Assume I have the following code.

class D { static Integer i1 = 42; }

Is it true that D has an Integer? Or is it only for instance variable that we can have a has-a relation?

I also wonder about very similar, if a primitive variable also can make a has-a relation or is it strictly for classes? e.g.

class D { int i1 = 42; }

It seems that D has an int but it is a primitive and I'm not sure that primitives are legal for a has-a relationship.

To construct an example that might be awkward, I assume that it is not a has-a relation that the String s1 = "s1"; has a char because it is not that kind of relation even though s and 1 are variables types of char in this case.

Similarly, I assume it's false that a class or an object "has" something that it only has conceptually or as internal implementation rather than the plain way of how we understand a has-a relation.

AFAIK, Java has no class Digit, it has no class Mantissa, it has no class Coefficient and no class Fraction when I browse the javadocs for Java 8, while Java has many classes for many different purposes. I suppose the reason for omitting certain classes that are fairly common concepts could be that the object would not be useful or that the class hierarchy would become unnecessary complex.

Did I understand the usage and definition of the has-a relation? Did I misunderstand something? Are there corner cases that I didn't think of?

  • 1
    You seem to be confusing the class with objects of that class. In your first example, the class D has an Integer. In your second example, objects of type D have an int. The confusion may be because there is an implicit reference to the class D in objects of type D, which allows you to examine static members – Caleth Jan 11 '17 at 10:21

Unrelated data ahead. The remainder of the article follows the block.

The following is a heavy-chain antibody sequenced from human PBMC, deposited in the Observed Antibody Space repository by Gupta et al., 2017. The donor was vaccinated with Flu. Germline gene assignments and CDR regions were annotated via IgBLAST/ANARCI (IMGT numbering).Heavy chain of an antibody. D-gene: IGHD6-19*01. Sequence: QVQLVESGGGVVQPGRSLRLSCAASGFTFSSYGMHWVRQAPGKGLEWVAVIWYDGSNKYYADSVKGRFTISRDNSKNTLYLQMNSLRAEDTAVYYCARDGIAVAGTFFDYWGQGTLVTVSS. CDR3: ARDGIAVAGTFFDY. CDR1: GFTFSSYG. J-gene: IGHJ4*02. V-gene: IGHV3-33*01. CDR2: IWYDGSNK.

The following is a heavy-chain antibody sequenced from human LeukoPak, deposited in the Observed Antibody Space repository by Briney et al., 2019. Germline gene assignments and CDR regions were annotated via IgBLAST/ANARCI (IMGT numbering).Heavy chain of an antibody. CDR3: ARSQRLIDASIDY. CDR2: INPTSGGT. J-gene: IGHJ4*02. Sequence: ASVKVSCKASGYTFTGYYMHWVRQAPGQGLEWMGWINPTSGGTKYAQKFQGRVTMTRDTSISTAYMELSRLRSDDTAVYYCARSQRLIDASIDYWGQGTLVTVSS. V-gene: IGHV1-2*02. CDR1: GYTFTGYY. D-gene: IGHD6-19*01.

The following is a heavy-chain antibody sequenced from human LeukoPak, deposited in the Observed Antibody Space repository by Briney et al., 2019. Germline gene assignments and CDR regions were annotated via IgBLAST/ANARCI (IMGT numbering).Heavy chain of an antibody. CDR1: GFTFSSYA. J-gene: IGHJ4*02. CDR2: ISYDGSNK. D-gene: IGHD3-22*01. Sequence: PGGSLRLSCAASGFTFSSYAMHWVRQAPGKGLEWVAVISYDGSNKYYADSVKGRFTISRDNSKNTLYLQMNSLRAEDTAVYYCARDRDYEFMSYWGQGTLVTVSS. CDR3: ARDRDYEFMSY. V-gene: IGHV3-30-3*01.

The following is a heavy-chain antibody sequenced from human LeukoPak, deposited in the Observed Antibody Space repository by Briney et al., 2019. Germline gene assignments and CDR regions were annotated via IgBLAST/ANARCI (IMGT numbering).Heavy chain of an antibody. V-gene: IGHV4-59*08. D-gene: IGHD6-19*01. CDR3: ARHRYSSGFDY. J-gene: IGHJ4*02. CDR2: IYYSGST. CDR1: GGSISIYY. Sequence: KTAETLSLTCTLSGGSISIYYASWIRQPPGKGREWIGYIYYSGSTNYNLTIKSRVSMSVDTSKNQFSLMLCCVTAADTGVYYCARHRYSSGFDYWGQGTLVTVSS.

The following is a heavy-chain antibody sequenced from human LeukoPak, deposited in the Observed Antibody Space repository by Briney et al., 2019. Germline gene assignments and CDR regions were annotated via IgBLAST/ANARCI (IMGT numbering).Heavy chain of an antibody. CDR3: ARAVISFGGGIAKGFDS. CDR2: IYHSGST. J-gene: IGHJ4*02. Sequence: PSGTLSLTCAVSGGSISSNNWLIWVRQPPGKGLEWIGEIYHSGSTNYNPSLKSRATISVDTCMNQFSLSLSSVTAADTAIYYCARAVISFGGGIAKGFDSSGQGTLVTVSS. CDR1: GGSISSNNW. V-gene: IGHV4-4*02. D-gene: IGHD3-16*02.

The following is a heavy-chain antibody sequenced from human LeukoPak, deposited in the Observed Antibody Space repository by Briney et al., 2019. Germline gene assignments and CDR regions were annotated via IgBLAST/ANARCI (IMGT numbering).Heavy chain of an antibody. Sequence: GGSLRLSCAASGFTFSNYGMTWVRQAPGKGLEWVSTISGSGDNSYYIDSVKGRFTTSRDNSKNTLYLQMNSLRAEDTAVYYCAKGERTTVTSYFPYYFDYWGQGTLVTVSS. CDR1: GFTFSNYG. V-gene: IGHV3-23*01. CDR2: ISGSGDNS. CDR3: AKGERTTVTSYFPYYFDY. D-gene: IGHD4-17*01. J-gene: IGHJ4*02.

• Has-a and is-a are OOP design guides. Use them as leads and/or checks when writing classes. Application outside an OOP design context may feel weird because it serves no purpose. – Martin Maat Jan 11 '17 at 18:47

Typically, when you are introduced to the terms of is-a and has-a, you mostly learn them as opposed to one antoher is-ahas-a ( I borrowed the notation from linguists ).

Both terms are used like the everyday-language equivalents:

e.g. »a dog is an animal«

which could be translated to Java-lingo:

»The class dog extends the class animal«

The point is here, that you have two classes which have a relationship in some way - of one extending the other via is-a-relationship.

If you know and understand this one, the other one will be as easy.

Talking about the has-a-relationship is a relationship between two classes of being used and being accessible in a very private way:

»dogs have eyes« is the way of expressing, that eyes are a part of dogs and are (in this case) only accessible by this ("instance" of a) dog.

In Java-lingo that means:

»The class dog has (private) members, of which one of them are eyes«. (Nobody would say dogs are eyes to make the contrast clear).

If you look for the signalword extends, you have a strong indication, whether you are looking at a is-a or a has-a relationship.

This is not difficult to know and also not ambigous.

What about your examples?

1) i1 would be a special kind of relationship. In principle, it is a has-a relationship. But, what makes it special is, that i1 is shared between instances. It would be right to claim, that every instance of D has access to the same shared i1.

opposed to

2) Every instance of D has it's own i1.

(1) is the communist version of i1 (vis comica).

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    I think you should use the word class instead of object. The word object has a tendency to muddle the waters (though it shouldn't). Nice answer. – Bent Jan 11 '17 at 18:34

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